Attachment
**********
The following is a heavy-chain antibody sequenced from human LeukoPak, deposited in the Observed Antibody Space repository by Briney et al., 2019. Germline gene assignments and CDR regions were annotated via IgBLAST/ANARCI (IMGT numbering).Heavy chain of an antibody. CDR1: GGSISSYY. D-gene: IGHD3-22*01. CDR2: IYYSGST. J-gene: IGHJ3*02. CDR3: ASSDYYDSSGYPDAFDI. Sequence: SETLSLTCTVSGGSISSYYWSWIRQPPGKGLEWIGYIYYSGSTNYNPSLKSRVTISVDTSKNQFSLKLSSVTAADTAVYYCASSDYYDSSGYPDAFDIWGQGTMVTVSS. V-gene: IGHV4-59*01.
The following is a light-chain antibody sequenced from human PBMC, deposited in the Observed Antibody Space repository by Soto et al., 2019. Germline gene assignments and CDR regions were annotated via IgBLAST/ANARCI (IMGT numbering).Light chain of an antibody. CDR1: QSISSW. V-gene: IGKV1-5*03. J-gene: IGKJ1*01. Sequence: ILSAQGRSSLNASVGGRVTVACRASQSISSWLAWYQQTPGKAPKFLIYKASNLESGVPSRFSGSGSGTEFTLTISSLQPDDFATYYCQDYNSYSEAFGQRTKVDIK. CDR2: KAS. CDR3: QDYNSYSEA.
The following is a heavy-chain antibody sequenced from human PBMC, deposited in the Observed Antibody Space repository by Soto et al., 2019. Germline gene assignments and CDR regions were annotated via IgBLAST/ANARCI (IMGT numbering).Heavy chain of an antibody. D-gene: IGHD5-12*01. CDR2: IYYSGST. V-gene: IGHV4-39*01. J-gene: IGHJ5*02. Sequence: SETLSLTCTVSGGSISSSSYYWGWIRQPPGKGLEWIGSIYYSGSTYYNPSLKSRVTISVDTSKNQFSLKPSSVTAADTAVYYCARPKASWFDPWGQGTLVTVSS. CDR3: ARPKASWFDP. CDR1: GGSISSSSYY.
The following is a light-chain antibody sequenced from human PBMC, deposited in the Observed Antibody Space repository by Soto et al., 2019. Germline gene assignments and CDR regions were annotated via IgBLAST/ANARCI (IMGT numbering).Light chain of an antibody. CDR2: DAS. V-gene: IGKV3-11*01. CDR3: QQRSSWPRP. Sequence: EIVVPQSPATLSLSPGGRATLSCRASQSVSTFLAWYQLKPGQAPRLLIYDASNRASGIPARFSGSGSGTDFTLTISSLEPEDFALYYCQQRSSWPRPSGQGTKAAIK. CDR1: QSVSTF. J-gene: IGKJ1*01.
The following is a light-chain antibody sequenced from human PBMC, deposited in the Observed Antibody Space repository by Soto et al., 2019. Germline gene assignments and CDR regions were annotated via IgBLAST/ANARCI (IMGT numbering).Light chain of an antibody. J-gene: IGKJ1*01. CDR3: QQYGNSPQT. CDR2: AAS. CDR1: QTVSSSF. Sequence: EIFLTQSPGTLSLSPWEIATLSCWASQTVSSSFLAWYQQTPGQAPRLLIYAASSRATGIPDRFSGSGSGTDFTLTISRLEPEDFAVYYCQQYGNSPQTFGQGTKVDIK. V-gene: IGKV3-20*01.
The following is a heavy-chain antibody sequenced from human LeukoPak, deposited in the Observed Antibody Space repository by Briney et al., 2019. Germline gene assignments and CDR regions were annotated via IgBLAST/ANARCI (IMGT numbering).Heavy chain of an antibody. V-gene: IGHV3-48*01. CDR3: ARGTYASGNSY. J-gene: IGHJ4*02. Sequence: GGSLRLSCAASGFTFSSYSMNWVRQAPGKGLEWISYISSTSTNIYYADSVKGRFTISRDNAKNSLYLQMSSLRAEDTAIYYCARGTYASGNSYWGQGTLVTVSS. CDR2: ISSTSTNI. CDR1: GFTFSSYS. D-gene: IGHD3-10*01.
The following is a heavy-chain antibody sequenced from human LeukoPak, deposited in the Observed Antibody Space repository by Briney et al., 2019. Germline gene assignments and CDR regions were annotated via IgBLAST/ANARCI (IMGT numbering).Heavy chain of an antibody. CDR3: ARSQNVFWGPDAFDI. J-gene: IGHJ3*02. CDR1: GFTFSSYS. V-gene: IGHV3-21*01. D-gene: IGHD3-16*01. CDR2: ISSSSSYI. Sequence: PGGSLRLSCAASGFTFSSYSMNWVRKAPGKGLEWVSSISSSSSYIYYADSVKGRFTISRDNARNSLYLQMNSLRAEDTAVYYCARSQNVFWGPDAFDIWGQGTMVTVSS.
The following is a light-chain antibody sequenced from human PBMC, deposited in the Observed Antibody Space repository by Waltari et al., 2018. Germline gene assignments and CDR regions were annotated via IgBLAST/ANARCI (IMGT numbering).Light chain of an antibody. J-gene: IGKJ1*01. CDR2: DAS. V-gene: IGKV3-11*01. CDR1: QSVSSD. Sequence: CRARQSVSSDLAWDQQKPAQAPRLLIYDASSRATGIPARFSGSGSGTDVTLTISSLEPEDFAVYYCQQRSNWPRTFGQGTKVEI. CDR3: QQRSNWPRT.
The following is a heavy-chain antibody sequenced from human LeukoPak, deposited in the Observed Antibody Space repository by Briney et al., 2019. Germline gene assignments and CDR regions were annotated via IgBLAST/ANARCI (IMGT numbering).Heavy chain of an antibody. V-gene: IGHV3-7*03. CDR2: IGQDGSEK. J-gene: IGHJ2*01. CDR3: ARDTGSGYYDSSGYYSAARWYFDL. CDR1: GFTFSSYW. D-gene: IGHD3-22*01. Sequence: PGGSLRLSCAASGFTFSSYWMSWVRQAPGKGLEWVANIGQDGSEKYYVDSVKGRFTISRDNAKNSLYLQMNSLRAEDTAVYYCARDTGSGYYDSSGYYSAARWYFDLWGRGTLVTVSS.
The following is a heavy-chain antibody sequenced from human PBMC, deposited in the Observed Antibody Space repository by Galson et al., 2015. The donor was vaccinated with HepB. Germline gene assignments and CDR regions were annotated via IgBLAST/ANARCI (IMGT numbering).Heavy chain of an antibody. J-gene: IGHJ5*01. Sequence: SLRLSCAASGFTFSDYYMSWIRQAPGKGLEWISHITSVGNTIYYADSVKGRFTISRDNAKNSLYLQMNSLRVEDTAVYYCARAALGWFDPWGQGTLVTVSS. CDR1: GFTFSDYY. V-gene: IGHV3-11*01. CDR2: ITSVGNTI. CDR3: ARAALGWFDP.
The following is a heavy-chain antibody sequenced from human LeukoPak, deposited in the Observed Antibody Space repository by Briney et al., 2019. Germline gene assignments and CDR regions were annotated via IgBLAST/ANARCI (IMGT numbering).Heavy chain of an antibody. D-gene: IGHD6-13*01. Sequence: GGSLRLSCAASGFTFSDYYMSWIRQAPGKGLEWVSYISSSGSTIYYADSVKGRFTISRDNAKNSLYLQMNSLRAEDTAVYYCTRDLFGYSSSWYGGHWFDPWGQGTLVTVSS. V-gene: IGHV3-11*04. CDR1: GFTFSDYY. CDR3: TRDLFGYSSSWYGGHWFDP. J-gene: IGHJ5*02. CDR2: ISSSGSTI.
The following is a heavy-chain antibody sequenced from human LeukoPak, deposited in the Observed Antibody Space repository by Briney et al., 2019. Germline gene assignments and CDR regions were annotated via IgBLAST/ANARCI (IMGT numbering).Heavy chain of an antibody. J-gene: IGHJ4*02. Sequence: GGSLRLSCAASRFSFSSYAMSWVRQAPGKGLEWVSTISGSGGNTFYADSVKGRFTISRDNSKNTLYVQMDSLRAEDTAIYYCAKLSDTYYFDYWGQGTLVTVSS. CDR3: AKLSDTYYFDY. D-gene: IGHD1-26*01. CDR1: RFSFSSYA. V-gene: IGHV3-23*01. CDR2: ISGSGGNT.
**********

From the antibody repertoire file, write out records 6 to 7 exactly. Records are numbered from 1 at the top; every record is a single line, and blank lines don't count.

The following is a heavy-chain antibody sequenced from human LeukoPak, deposited in the Observed Antibody Space repository by Briney et al., 2019. Germline gene assignments and CDR regions were annotated via IgBLAST/ANARCI (IMGT numbering).Heavy chain of an antibody. V-gene: IGHV3-48*01. CDR3: ARGTYASGNSY. J-gene: IGHJ4*02. Sequence: GGSLRLSCAASGFTFSSYSMNWVRQAPGKGLEWISYISSTSTNIYYADSVKGRFTISRDNAKNSLYLQMSSLRAEDTAIYYCARGTYASGNSYWGQGTLVTVSS. CDR2: ISSTSTNI. CDR1: GFTFSSYS. D-gene: IGHD3-10*01.
The following is a heavy-chain antibody sequenced from human LeukoPak, deposited in the Observed Antibody Space repository by Briney et al., 2019. Germline gene assignments and CDR regions were annotated via IgBLAST/ANARCI (IMGT numbering).Heavy chain of an antibody. CDR3: ARSQNVFWGPDAFDI. J-gene: IGHJ3*02. CDR1: GFTFSSYS. V-gene: IGHV3-21*01. D-gene: IGHD3-16*01. CDR2: ISSSSSYI. Sequence: PGGSLRLSCAASGFTFSSYSMNWVRKAPGKGLEWVSSISSSSSYIYYADSVKGRFTISRDNARNSLYLQMNSLRAEDTAVYYCARSQNVFWGPDAFDIWGQGTMVTVSS.